In-text citations feature the author's last name followed by a page number in parentheses. Here's Smith's exact quote: (p. 8). If the author's name is not mentioned, use the title's initial word or words. Use the same formatting as in the works referenced list, including quotation marks. For example: "The dog was bred for war," he said.
Begin the quote with a signal phrase that contains the author's last name followed by the date of publication in parentheses, and conclude with the page number. The citation is part of the sentence, and the punctuation will follow it. For example: John F. Kennedy said, "Let us never negotiate out of fear."
You can also begin with another citation: "John F. Kennedy said, 'Americanism is not an empty slogan. It is a way of life.' " Here the author's name comes first, but because he is such a prominent figure, only his initials are needed: JFK.
If the quotation is very long, break it into several sentences for clarity. Use a separate paragraph for each one. A simple way to do this is by inserting blank lines so they can be clearly seen when reading the text. For example: "I am grateful for this opportunity to speak before you today. I want to take this chance to talk about my vision for America. First, I believe that our country needs to restore honesty to government."
Now let's put our quotation into practice by adding some real life! Open your document again. This time, instead of typing directly into the document, copy and paste the following text into a new document (or one of your existing ones).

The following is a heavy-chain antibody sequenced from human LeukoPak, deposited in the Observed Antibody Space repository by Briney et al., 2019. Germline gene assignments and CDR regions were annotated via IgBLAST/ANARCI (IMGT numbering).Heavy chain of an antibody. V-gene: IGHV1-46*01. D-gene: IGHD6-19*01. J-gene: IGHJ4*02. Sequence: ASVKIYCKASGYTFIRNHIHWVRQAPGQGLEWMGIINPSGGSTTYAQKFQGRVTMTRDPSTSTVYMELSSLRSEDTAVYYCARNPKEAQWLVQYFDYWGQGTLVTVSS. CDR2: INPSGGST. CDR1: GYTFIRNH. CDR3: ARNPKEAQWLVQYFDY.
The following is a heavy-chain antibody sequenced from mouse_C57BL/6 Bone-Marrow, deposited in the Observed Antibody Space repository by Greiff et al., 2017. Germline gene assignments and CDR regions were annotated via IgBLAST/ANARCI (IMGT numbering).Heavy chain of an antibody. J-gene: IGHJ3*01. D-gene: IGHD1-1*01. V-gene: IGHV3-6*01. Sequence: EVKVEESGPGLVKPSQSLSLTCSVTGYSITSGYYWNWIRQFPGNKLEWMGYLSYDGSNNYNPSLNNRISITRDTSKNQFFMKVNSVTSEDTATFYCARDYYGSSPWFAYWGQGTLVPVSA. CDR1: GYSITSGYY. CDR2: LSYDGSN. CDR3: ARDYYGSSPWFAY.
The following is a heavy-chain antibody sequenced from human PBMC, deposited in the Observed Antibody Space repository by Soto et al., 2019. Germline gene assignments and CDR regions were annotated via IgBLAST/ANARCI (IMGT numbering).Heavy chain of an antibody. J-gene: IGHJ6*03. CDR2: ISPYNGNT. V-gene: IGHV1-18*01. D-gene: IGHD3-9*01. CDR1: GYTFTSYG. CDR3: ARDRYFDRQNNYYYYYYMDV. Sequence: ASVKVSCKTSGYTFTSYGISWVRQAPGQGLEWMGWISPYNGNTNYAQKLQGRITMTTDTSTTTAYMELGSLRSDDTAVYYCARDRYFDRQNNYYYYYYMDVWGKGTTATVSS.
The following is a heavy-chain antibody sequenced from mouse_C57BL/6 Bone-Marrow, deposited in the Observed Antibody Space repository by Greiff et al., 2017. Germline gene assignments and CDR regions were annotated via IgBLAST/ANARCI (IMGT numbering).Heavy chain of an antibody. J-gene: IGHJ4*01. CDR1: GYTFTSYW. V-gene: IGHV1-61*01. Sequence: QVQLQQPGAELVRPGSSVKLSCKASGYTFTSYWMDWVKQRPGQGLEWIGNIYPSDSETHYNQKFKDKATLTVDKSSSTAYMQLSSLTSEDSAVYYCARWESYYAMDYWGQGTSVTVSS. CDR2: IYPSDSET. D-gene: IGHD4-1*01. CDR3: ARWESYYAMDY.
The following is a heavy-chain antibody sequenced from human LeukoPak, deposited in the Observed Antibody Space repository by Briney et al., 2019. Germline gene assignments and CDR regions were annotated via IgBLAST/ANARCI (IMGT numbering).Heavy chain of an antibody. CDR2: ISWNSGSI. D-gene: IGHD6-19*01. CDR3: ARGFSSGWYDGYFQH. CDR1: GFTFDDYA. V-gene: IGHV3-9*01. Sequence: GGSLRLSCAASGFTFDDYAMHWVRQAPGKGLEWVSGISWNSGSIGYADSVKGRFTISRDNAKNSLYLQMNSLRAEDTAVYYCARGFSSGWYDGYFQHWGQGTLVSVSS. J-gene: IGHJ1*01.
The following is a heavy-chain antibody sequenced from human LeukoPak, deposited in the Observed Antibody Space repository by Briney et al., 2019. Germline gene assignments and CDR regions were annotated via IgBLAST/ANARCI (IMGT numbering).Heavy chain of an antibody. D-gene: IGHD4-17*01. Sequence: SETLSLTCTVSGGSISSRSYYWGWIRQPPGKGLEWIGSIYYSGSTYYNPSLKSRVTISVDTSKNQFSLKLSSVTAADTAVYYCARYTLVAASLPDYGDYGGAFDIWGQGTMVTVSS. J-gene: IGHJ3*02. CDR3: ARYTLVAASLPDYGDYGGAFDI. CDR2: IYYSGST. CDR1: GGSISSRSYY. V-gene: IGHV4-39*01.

The MLA in-text citation style, for example, employs the author's last name and the page number from which the quotation or paraphrase is derived (Smith 163). If the source does not utilize page numbers, omit the number from the parenthetical citation: (Smith).
In-text citation in MLA style is done using the author-page technique. This implies that the author's last name and the page number(s) from which the quotation or paraphrase is derived must be included in the text, and a complete citation must be included on your Works Cited page.
In other words, you should write quotes within the body of your essay, followed by a list of reference materials including page numbers for more information.
This is how you would format a quote used in an essay: In-text citation (author-page). The following example shows how this looks when applied to real life: Martin Luther King Jr., "I Have A Dream", in A VISION OF THE AMERICAN DREAM: A Collection Of Speeches By And About Dr. Martin Luther King Jr., ed. James M. Washington (New York: Harper & Row, 1966), pp. 103-104. This is how it should look: Martin Luther King Jr. argued that America had a dream that all men could live together in peace and harmony. In his "I Have A Dream" speech, he said that this dream was not too high a goal to strive for. He went on to say that it was possible because we have never been given anything less than a fair chance at life. Thus, quoting someone's work does not necessarily mean copying it word for word; instead, you can summarize the main ideas in a concise way.
An exact quote should be in quotation marks (""), or a block quotation should be used if the quotation is 40 words or more. Then, just after the quotation, you include an In-Text Citation to identify where the quote originated from.